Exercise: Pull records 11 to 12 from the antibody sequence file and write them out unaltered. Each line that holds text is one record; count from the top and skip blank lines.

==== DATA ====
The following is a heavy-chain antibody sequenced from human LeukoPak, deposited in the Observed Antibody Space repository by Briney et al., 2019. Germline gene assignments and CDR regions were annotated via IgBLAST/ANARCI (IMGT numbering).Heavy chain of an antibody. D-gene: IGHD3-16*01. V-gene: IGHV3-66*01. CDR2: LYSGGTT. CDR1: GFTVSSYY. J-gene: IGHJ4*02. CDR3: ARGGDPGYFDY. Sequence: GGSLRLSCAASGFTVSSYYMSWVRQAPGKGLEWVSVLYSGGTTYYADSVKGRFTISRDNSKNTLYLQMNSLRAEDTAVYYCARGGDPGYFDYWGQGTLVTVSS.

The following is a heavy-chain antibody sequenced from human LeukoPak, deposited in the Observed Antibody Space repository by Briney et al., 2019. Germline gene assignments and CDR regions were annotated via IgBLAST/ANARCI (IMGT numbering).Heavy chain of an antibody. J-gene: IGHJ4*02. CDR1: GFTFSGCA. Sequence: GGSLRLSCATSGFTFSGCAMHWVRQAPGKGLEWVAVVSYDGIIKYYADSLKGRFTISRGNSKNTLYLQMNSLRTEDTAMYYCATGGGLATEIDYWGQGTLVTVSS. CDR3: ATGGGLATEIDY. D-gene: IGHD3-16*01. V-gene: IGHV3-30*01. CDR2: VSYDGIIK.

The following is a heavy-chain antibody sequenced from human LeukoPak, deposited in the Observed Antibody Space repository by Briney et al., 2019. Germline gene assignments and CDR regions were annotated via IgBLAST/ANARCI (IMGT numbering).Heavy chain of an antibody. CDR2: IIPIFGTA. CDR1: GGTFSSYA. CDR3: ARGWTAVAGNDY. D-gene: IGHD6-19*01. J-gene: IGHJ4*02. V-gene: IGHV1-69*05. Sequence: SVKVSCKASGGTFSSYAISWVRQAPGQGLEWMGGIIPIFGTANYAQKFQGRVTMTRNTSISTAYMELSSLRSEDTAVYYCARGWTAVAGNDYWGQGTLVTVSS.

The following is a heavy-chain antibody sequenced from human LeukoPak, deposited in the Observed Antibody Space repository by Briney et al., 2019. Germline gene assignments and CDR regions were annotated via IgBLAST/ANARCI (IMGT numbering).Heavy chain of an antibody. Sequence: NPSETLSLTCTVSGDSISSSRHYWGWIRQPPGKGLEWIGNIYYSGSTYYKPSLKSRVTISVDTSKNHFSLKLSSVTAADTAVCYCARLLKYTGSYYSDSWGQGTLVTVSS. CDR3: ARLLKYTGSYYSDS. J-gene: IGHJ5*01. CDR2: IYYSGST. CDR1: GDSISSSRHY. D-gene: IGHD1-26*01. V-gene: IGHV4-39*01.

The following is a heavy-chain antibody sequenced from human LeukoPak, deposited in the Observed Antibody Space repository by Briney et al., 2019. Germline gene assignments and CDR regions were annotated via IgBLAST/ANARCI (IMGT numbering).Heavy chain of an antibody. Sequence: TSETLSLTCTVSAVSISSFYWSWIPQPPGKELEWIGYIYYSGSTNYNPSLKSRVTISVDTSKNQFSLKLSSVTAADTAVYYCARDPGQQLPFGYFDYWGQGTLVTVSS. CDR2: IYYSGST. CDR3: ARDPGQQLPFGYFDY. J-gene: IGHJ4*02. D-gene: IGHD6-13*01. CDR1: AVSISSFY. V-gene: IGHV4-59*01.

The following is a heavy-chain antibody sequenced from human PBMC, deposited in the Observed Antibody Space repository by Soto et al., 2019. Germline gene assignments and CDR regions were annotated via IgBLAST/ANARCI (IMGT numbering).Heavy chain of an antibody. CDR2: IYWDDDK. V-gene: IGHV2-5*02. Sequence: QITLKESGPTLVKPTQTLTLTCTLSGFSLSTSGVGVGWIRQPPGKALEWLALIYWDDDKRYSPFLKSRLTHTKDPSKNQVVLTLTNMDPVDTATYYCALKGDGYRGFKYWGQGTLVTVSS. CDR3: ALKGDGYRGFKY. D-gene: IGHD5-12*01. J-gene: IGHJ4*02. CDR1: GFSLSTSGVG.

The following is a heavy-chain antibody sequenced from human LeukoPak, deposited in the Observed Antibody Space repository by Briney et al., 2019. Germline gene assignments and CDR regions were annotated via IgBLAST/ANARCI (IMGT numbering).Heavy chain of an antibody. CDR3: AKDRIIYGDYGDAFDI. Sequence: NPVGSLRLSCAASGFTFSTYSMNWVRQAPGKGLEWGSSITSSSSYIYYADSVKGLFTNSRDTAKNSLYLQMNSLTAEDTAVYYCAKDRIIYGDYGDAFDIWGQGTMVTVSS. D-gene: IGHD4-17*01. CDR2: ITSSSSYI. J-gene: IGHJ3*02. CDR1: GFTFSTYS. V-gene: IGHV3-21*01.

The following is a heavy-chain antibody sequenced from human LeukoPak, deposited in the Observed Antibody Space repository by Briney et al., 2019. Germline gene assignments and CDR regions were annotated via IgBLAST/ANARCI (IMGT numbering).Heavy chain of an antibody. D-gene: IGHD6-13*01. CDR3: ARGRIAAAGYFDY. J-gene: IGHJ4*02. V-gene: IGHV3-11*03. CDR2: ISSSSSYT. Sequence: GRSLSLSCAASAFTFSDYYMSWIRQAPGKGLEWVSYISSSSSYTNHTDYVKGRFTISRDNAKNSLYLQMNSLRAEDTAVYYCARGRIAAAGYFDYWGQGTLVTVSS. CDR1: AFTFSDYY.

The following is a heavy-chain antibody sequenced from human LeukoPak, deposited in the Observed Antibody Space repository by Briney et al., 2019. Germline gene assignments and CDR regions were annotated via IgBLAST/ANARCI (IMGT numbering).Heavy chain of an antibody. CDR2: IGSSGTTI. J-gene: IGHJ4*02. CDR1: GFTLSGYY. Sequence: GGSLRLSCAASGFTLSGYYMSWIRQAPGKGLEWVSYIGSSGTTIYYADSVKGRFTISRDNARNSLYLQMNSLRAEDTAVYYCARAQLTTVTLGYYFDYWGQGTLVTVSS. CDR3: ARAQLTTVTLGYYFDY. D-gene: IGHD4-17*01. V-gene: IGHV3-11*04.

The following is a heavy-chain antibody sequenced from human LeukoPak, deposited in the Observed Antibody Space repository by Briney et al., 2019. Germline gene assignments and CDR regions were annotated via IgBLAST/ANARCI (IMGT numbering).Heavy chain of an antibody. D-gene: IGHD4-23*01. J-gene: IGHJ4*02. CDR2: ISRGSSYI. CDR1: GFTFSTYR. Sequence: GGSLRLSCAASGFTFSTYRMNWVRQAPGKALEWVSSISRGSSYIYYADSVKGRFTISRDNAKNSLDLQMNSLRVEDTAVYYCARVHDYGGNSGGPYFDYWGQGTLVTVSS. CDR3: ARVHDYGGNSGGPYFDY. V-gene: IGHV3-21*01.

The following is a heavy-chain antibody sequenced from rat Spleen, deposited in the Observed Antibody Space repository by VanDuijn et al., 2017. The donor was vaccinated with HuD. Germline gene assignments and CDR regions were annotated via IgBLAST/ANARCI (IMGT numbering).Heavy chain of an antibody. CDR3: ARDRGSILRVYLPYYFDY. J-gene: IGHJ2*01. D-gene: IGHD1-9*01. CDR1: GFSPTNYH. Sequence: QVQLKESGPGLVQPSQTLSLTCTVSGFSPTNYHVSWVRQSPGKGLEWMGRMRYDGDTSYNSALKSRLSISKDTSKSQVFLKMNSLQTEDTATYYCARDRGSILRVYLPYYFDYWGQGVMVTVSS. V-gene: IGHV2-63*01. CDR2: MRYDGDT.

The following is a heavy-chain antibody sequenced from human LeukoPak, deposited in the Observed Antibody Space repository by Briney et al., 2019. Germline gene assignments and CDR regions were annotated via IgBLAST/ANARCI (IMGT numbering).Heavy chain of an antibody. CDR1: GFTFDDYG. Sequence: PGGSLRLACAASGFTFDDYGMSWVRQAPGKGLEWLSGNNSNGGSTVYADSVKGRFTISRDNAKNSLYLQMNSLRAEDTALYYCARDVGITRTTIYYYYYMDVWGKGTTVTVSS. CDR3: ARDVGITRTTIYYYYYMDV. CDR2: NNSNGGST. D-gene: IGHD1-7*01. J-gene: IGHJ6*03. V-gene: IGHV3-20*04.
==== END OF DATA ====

The following is a heavy-chain antibody sequenced from rat Spleen, deposited in the Observed Antibody Space repository by VanDuijn et al., 2017. The donor was vaccinated with HuD. Germline gene assignments and CDR regions were annotated via IgBLAST/ANARCI (IMGT numbering).Heavy chain of an antibody. CDR3: ARDRGSILRVYLPYYFDY. J-gene: IGHJ2*01. D-gene: IGHD1-9*01. CDR1: GFSPTNYH. Sequence: QVQLKESGPGLVQPSQTLSLTCTVSGFSPTNYHVSWVRQSPGKGLEWMGRMRYDGDTSYNSALKSRLSISKDTSKSQVFLKMNSLQTEDTATYYCARDRGSILRVYLPYYFDYWGQGVMVTVSS. V-gene: IGHV2-63*01. CDR2: MRYDGDT.

The following is a heavy-chain antibody sequenced from human LeukoPak, deposited in the Observed Antibody Space repository by Briney et al., 2019. Germline gene assignments and CDR regions were annotated via IgBLAST/ANARCI (IMGT numbering).Heavy chain of an antibody. CDR1: GFTFDDYG. Sequence: PGGSLRLACAASGFTFDDYGMSWVRQAPGKGLEWLSGNNSNGGSTVYADSVKGRFTISRDNAKNSLYLQMNSLRAEDTALYYCARDVGITRTTIYYYYYMDVWGKGTTVTVSS. CDR3: ARDVGITRTTIYYYYYMDV. CDR2: NNSNGGST. D-gene: IGHD1-7*01. J-gene: IGHJ6*03. V-gene: IGHV3-20*04.